There’s a beat to the river,
as it plays its own music
through the valley,
as it imparted its pulse to mine.
You must stand by her side
to appreciate the sound of the wind
turning her to glistening corduroy.
The wales angle to her sandy hems
of shoreline, where the ripple
and the slosh of this living thing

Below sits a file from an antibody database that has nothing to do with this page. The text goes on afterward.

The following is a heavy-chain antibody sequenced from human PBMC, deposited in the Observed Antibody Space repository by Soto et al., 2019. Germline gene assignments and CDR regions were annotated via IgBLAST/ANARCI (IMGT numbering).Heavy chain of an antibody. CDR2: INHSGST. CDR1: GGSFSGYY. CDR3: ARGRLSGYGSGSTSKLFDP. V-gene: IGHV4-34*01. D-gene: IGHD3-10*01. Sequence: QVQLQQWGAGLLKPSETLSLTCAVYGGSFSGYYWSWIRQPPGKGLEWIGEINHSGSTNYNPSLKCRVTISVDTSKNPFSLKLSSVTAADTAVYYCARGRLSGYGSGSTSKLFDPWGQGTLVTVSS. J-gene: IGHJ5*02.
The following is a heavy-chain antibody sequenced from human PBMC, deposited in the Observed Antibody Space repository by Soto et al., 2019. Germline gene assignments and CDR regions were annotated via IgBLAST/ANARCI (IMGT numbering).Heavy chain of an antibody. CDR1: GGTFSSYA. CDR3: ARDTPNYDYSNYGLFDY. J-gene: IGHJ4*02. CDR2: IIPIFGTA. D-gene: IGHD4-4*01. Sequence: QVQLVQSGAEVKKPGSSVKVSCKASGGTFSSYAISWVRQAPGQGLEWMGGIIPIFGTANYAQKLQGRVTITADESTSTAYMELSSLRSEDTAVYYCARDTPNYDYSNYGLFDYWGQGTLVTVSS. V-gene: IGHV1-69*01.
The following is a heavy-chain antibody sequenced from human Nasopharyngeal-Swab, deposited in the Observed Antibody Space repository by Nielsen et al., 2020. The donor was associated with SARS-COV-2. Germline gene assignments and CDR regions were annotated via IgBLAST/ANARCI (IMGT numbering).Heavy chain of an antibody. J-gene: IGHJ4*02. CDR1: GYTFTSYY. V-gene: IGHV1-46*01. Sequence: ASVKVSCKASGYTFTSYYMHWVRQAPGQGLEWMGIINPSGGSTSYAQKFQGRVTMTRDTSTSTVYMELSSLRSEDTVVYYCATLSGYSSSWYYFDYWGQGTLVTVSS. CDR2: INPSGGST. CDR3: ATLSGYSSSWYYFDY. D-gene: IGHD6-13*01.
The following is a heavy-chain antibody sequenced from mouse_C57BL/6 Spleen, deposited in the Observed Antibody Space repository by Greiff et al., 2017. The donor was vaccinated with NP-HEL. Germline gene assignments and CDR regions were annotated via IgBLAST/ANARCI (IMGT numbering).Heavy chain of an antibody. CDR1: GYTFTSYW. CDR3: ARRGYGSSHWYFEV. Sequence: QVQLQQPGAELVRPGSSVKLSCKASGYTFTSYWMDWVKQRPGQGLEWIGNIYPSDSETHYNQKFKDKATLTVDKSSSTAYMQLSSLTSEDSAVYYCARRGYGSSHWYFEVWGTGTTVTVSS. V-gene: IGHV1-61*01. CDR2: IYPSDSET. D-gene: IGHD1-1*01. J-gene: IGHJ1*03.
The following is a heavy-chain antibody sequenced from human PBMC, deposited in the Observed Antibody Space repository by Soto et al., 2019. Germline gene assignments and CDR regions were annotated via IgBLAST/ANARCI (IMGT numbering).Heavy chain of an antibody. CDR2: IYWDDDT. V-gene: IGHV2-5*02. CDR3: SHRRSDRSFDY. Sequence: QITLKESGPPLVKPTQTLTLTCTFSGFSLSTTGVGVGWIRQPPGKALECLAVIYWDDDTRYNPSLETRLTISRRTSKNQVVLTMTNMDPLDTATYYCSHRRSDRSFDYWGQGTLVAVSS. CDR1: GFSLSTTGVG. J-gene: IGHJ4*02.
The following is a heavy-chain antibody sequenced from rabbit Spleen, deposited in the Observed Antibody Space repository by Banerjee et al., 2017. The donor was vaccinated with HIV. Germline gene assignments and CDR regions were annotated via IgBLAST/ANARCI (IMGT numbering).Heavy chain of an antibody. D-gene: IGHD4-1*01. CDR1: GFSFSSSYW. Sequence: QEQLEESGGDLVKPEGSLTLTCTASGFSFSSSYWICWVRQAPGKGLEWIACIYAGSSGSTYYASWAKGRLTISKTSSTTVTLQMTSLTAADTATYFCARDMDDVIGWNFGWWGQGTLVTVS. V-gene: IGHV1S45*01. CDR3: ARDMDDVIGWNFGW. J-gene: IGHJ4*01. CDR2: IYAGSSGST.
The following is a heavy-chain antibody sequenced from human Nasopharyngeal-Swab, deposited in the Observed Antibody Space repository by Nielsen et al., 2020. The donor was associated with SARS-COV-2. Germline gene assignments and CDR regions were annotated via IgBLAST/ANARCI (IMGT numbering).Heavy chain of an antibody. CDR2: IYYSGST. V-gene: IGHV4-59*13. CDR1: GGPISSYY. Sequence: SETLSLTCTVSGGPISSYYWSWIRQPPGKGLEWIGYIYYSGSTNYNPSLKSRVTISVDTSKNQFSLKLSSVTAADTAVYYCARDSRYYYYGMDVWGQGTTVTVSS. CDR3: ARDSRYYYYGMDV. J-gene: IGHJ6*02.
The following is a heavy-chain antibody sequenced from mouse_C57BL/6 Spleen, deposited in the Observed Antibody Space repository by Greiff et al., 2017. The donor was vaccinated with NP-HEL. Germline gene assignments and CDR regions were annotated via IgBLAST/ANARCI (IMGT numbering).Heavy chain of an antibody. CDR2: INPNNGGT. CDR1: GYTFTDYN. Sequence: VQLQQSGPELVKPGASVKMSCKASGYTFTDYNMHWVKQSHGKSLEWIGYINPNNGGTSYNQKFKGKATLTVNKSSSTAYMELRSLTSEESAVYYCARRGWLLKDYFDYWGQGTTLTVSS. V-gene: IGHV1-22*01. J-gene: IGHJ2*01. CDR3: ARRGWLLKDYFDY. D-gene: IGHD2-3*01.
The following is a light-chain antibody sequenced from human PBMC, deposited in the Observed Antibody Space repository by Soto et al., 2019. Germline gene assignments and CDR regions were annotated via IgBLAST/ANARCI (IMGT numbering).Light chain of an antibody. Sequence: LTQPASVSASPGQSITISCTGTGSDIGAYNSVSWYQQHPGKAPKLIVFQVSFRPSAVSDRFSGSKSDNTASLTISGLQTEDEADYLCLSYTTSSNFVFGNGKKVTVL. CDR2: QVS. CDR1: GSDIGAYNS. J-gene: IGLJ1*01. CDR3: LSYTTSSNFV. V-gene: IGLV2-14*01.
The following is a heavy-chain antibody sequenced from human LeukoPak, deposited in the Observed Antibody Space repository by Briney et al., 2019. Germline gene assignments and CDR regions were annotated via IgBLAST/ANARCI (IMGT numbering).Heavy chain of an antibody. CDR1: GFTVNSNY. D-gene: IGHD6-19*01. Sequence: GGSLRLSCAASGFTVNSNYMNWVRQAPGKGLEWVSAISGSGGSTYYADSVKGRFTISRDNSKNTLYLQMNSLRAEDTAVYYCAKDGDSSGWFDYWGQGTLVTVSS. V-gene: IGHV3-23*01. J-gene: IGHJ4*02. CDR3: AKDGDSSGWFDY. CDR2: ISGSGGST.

lie somewhere—in being and sound—
between the stream and the sea.
My world’s grown so small
since I left her side. Like a grebe,
I took one last breath, a dive
and, with a heave of wings,
watched myself shrink on her mirror face,
as we drew apart, our heartbeats
grown dissonant with the distance,
and I lost my way somewhere between
a-three and a-four.
Catch-up day for Poem-A-Day April. This is poem #23 and once again a sigh about no longer walking, as a poet would, with the Hudson at my side.